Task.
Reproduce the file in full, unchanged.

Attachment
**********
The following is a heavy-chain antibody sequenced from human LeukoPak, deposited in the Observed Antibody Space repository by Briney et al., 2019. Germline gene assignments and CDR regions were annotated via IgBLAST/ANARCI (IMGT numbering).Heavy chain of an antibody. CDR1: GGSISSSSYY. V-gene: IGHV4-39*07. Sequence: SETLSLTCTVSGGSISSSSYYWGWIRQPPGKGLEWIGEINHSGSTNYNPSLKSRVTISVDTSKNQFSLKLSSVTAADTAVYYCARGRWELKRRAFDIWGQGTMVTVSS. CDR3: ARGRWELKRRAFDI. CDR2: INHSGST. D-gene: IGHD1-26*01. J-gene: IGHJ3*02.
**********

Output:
The following is a heavy-chain antibody sequenced from human LeukoPak, deposited in the Observed Antibody Space repository by Briney et al., 2019. Germline gene assignments and CDR regions were annotated via IgBLAST/ANARCI (IMGT numbering).Heavy chain of an antibody. CDR1: GGSISSSSYY. V-gene: IGHV4-39*07. Sequence: SETLSLTCTVSGGSISSSSYYWGWIRQPPGKGLEWIGEINHSGSTNYNPSLKSRVTISVDTSKNQFSLKLSSVTAADTAVYYCARGRWELKRRAFDIWGQGTMVTVSS. CDR3: ARGRWELKRRAFDI. CDR2: INHSGST. D-gene: IGHD1-26*01. J-gene: IGHJ3*02.